Our oral pathology expert explains the importance of screening to prevent the development of oral diseases and shares recommendations on how to improve oral health.
Oral cancer — also called mouth cancer — affects about 5,400 Canadians every year. Although oral cancer can be treated successfully when caught in its early stages, it generally has a high mortality rate due to late detection. Vancouver Coastal Health Research Institute clinician-scientist Dr. Catherine Poh answers questions about the risk factors for oral cancer and explains how current research is addressing oral cancer awareness across B.C.
Q: Why is good oral hygiene important?
A: The oral cavity is a window to your overall health, so there are a number of reasons why good oral hygiene is important. Firstly, there are aesthetic reasons to having good teeth. It can be very important to some people’s self-confidence, self-awareness and quality of life.
Second is the importance of function. If you do not have good oral health, it may be challenging to chew, leading to lack of nutrition that can negatively affect your immunity. In a healthy mouth, there is normal bacterial flora present. If you have infections in your mouth, these bacteria can become an issue.
Finally, many diseases manifest in the oral cavity, including cancers and others autoimmune conditions, such as pemphigus vulgaris and Crohn’s disease, and can have oral lesions as the first manifestation.
Q: What steps are recommended to help improve my oral health?
A: Regular dental checkups are needed once every six to 12 months. If cavities are left untreated and without regular cleanings, tooth decay and severe periodontal disease can occur. The uncontrolled infection can spread to other organs or sites that may impact overall health. This can be prevented with good daily brushing and flossing habits, eating a diet rich in fruits and vegetables, and regular dental check-ups.
Q: What is oral cancer?
A: When talking broadly about cancers in the oral cavity — including on the lip, gums, tongue and other areas of the mouth and throat — we are generally referring to squamous cell carcinoma. Squamous cells can be found in the outer layer of skin and in the lining membranes of oral cavity, called mucosa, and can become cancerous. There are also salivary gland tumours found in the glands in the lining of the mouth. Other cancers such as lung, prostate and breast cancer can also spread into the oral cavity, including jaw bones.
Q: Who is most at risk for developing oral cancer?
A: Contrary to popular belief, oral cancer does not only occur in older adults — it can affect young people as well. It is currently understood that smoking and alcohol consumption may contribute to 60 per cent of oral cancers. If you engage in both activities, the risk further increases. By following Canada's Guidance on Alcohol and Health and quitting smoking, you can greatly reduce the risk for developing oral cancer.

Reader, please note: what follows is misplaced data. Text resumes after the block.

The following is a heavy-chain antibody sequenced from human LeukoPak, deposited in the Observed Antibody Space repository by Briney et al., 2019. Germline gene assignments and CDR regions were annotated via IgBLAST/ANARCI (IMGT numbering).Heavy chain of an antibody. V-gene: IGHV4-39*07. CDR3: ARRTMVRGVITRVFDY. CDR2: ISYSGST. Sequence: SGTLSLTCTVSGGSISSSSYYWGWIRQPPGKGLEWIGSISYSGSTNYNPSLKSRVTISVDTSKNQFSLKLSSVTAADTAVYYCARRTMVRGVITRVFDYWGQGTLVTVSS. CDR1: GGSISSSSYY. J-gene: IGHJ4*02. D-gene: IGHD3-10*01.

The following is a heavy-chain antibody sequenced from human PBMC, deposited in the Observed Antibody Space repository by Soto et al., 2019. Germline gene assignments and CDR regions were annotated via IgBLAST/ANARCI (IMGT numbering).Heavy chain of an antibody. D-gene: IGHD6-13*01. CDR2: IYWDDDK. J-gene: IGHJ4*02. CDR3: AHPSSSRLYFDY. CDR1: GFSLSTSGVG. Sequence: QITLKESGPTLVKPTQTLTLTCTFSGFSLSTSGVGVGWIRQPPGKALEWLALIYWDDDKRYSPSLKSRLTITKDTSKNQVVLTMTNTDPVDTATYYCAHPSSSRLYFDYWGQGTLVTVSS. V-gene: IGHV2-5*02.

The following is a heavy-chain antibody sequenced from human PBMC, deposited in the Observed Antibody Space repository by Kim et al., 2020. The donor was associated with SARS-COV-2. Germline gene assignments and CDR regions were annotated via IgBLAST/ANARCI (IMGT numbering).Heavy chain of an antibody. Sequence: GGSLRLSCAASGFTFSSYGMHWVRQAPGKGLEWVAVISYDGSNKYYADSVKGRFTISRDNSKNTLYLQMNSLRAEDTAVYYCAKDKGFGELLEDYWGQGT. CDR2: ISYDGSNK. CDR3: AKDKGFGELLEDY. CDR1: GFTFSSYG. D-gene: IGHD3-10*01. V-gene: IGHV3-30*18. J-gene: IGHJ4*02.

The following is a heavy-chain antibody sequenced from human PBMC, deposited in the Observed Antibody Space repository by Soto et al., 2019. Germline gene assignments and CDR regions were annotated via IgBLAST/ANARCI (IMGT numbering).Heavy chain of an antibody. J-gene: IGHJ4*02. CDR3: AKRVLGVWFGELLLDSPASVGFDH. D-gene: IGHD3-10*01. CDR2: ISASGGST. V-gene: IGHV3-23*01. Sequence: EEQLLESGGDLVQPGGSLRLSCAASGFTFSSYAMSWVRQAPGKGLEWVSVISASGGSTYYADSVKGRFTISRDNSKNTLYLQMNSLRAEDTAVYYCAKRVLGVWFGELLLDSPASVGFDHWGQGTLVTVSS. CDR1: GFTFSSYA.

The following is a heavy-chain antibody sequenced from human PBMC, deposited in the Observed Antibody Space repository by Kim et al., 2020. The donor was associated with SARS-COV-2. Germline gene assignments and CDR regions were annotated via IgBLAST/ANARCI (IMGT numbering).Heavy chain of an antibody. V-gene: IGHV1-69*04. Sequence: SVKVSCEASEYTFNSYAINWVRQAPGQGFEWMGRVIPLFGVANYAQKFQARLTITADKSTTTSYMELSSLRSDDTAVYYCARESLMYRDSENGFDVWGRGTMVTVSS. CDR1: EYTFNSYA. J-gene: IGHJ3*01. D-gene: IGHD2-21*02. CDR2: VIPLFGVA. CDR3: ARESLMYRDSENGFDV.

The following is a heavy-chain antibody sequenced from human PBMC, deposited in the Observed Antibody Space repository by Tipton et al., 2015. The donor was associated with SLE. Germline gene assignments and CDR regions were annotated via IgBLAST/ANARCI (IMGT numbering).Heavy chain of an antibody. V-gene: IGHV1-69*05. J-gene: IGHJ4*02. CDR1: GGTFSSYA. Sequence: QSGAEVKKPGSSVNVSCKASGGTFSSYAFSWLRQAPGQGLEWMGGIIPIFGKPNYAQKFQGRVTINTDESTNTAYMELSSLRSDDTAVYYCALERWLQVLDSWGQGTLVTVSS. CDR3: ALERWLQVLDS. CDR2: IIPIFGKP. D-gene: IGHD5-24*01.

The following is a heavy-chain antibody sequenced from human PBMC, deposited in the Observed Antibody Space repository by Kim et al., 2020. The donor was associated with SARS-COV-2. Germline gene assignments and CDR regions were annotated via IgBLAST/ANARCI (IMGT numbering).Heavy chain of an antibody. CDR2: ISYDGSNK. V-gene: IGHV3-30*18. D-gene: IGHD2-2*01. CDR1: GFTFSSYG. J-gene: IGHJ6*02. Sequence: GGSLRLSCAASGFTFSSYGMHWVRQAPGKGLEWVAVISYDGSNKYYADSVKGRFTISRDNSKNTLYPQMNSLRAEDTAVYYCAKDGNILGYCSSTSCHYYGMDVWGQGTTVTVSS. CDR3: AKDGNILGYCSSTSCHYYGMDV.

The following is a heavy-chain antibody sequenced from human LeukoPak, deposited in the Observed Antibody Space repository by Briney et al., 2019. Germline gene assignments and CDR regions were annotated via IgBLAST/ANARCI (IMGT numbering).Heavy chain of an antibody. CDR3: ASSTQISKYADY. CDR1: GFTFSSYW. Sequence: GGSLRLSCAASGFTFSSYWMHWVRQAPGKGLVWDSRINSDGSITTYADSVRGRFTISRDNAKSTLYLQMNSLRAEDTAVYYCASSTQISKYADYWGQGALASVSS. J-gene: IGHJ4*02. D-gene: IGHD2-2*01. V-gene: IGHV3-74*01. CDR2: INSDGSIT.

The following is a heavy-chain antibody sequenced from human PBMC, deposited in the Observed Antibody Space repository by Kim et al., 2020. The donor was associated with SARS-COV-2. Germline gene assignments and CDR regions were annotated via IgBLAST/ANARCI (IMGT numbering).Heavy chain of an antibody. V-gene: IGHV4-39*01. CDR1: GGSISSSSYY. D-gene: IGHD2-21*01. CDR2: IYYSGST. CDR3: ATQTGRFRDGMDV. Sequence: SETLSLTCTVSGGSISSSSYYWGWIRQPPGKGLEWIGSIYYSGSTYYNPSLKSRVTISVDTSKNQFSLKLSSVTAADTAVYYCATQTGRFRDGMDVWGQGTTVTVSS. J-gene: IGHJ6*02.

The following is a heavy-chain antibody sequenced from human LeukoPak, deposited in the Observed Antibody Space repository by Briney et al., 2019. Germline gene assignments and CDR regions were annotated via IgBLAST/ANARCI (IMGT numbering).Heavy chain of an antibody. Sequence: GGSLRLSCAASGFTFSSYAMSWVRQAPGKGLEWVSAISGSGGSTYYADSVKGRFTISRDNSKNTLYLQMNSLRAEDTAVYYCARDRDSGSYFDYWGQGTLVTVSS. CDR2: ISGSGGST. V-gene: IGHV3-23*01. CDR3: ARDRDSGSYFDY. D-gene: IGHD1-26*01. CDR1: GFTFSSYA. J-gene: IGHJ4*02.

Q: When should I be concerned that I might have oral cancer?
A: People in the very early stages of oral cancer may be asymptomatic. Otherwise, through screening, we usually see colour changes in the mouth, or lumps and bumps. One of the most common self-identifying symptoms is a recurring oral sore that will not heal. If you have noticed a sore that has not healed within four weeks, I recommend you get it checked by a medical or dental professional. It may be that there is something in your mouth causing the irritation, or you may need a biopsy to determine a diagnosis.
Q: How serious is oral cancer and what are the treatments?
A: If you can identify and treat oral cancer in its early stages, the survival rate is around 80 per cent. However, if the cancer has spread to the lymph nodes or other parts of the body, that survival rate can drop by half.
Right now, the first line of treatment for oral cancer is surgery, along with chemotherapy and radiation. I have also introduced two topical treatments used in dermatology to help advance preventative measures for oral precancers to stop the disease progressing: cryotherapy, which uses liquid nitrogen to treat the precancerous change; and topical photodynamic therapy, which uses a photosensitizer and light to kill precancerous cells in a lesion.
Q: What does the future of oral health care look like?
A: Early cancer detection is crucial. Through my research, we are developing numerous improved screening tools and methods for early detection. We have improved tools like the VELscope, a device that shines blue light inside the mouth to identify abnormalities. We have created a ‘magic wand’ that acts like an 'oral pap smear' to collect and test cells from inside the mouth. We are also working on an AI platform that will help with identifying aggressive pre-cancerous cells to help with risk prediction.
With new technologies like these becoming readily available, we can bring greater awareness to oral cancer and continue to make an impact on patient care.